Thursday, March 27, 2008

Online Writing Workshops

Okay, if the thought of spending all that time, energy and money to go to a workshop or conference makes you make a face like my dog, there is an alternative. Online workshops. There's even an online conference: The Muse Online Writers Conference.

So, here are my favorites, with a little about each:

Margie Lawson gives a series of excellent online workshops. For example, Defeating Self-Defeating Behaviors teaches the writer how to be more effective, focused and creative.

Coffin of Felony and Intrigue 2008 is the Romance Writers of America's Mystery and Suspense Kiss of Death Chapter's online workshop page. You don't have to be a member of Writers of America to take these superb classes--many of which are more about writing craft than the specifics of mystery and suspense.

And Writer U provides a variety of classes on a wide range of subjects.

All these online classes are inexpensive. No travel. And you can turn in your assignment at 2 a.m. while in your pajamas!

Saturday, March 22, 2008

Happy Easter to all the Creative Folks

Happy Easter

Happy greetings to all the creative folks out there. The bowl is a gift as are the eggs. Easter is a day of gratitude as well.

May yours be a great day.


Saturday, March 15, 2008

How to get the most out of a writing workshop or conference.

Now you've picked a workshop or a conference to attend. What next? How to have a successful experience?

A few tips:

1. Go prepared. Sounds simple, doesn't it? But remember to focus on why you decided to attend this particular event. Focus on what will bring you the most bang for your time and energy. For example, meeting agents? Be sure to have an elevator line, a pitch and business cards. Be ready.
2. Have reasonable expectations. Another simple one, that isn't quite that simple. We all dream of an agent at a conference reading our first pages and saying: "This is the best work ever produced! I'll sell it at auction for at least 10 million!" Probably not going to happen. It's fine to have hopes and dreams, but expect to learn and enjoy only.
3. Healthy behaviors--this is not a vacation. This is business. Healthy behaviors before and during insure a good experience. Eat right, try to get enough sleep, don't drink too much at the bar when you're networking.

Any questions? Want to share an experience?

Tuesday, March 11, 2008

Writing workshops & conferences--which one?

My fellow blogger and good friend Kathy of Well Placed Words mentioned in her last entry about using what she had learned at Maass' Writing the Breakout Novel workshop. Hers is an excellent example of what you can gain from attending workshops and conferences.

Given that it is possible to attend more than one workshop or conference on any given weekend and that the majority of us do not have the money, time or energy to attend year round (and when would you write?) which one to pick?

A few tips:
1. What would you want to get out of anything you attended? Be as specific as possible. Do you want to meet other authors? Agents? Editors? A community? Or are you searching for new tools to improve your writing? If so, in general or one particular problem, or if you are a genre writer, writing for your genre? Or both?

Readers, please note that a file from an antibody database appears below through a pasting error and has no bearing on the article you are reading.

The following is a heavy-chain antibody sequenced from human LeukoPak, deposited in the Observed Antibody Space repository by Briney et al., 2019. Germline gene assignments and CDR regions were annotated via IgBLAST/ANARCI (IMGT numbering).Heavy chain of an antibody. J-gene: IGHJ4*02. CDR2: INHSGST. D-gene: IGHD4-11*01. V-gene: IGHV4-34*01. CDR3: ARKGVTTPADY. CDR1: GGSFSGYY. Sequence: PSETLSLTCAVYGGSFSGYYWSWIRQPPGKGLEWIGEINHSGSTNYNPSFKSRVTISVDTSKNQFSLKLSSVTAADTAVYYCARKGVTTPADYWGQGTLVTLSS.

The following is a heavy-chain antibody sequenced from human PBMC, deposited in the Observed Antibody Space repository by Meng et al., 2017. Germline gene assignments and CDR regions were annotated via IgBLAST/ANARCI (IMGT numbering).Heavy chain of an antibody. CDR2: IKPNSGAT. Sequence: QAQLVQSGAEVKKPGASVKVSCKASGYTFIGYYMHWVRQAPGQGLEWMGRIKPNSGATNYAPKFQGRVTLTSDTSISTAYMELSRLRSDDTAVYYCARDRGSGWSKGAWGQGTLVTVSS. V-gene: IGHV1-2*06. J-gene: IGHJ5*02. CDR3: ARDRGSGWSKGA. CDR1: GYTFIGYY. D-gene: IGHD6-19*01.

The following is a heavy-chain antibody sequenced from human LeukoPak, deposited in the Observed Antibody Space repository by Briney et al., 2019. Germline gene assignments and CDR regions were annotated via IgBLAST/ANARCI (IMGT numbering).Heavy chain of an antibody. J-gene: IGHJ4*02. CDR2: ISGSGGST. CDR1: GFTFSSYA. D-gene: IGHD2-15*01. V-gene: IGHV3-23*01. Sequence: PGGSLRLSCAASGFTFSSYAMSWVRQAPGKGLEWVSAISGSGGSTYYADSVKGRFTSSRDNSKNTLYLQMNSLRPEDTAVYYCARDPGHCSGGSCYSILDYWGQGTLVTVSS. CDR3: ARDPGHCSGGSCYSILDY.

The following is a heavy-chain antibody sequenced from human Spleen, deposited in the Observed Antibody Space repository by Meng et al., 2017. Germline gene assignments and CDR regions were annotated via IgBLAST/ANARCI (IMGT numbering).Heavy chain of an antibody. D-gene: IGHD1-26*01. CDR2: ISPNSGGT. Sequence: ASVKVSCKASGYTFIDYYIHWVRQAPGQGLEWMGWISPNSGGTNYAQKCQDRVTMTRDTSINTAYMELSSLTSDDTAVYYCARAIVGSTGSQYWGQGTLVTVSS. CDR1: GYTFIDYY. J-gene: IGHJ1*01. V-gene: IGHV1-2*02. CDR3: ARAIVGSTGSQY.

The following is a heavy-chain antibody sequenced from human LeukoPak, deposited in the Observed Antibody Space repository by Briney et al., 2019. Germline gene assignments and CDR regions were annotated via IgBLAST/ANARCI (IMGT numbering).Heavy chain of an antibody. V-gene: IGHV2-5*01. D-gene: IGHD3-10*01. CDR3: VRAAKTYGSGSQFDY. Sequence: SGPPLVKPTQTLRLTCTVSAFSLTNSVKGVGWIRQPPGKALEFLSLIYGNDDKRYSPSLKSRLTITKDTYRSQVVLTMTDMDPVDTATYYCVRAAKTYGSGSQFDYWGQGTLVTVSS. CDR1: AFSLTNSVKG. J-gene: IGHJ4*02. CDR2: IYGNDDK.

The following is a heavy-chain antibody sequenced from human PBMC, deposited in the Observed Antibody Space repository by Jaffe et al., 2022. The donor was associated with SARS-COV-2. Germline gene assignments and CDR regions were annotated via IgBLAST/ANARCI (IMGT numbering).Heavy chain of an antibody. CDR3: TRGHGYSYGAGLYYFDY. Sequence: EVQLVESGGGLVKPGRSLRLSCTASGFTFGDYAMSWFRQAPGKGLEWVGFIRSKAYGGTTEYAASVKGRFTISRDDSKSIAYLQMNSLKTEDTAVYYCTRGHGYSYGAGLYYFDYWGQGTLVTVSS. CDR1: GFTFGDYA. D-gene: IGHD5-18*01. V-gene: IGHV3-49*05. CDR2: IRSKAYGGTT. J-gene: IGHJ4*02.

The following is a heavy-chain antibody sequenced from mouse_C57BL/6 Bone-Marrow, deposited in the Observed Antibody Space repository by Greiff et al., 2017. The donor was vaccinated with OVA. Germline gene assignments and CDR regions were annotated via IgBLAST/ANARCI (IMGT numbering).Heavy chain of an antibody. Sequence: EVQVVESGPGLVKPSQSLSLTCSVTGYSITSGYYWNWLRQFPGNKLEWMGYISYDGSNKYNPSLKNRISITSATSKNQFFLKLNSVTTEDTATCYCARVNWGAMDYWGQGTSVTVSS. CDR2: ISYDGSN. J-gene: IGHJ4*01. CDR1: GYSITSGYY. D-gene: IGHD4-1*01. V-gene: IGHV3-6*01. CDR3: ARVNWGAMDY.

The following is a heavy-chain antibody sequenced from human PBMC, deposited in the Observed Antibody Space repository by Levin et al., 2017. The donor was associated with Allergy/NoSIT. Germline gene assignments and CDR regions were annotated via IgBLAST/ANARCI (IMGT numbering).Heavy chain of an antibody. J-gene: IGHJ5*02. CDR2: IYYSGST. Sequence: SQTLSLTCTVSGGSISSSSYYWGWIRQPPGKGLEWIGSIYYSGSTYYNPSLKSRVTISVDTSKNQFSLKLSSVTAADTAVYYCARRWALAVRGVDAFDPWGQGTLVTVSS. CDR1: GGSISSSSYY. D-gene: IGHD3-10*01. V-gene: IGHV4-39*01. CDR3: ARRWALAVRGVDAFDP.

2. When you've narrowed down what you want, now is the time for research. Finding workshops or conferences is easy. Find ones that suit your specific needs then research those. Visit the web pages, the blogs and the MySpace that many of these events have. Talk to other writers about their experiences with a particular conference or workshop. If a workshop has "texts" that go along with it (Donald Maass has Writing the Breakout Novel for example) read those and see how you respond. Google the conference and read the comments (with a grain of salt, of course).
3. And finally, RELAX. The quality of workshops and conferences, perhaps because of the intense competition, is extremely high. Although I haven't attended tons of these, without fail, every one I've attended has been excellent, useful and fun.

So, what has your experience been? Or have you taken the plunge into the vast writing support pool? If not, what would you like to do? Where would you like to go? And why?

Tuesday, March 4, 2008

Writing workshops and conferences

It's that time of year--no, not for Christmas shopping, but for workshop shopping. The new line of workshops are out, and my, are they lovely fashions.

Okay, enough. The next couple of posts are going to be about workshops.

First: Should you attend a workshop? Any workshop requires 3 things: Time, effort (focus, work) and money--things that are in short supply for most writers. So when to go to a workshop?

Ask yourself these questions:
1. Have you been reading a lot? Of everything? Of books on writing?
2. Have you been writing? A lot?
3. Have you been feeling stuck at a certain level in your writing? Or yearning for some more tools to increase your abilities? Or wanting to try something completely different in writing?

If you answered yes to most of the questions above, you might get a lot out of a workshop. If you have just started writing, or haven't been writing for a while, then it's better to wait. Workshops help with the creative process and it's best to be in the midst of writing.

Readers, other questions that should be asked before spending time, energy and money on a workshop? Experiences with attending a workshop--that were good or bad?

Next up, how to find a good workshop.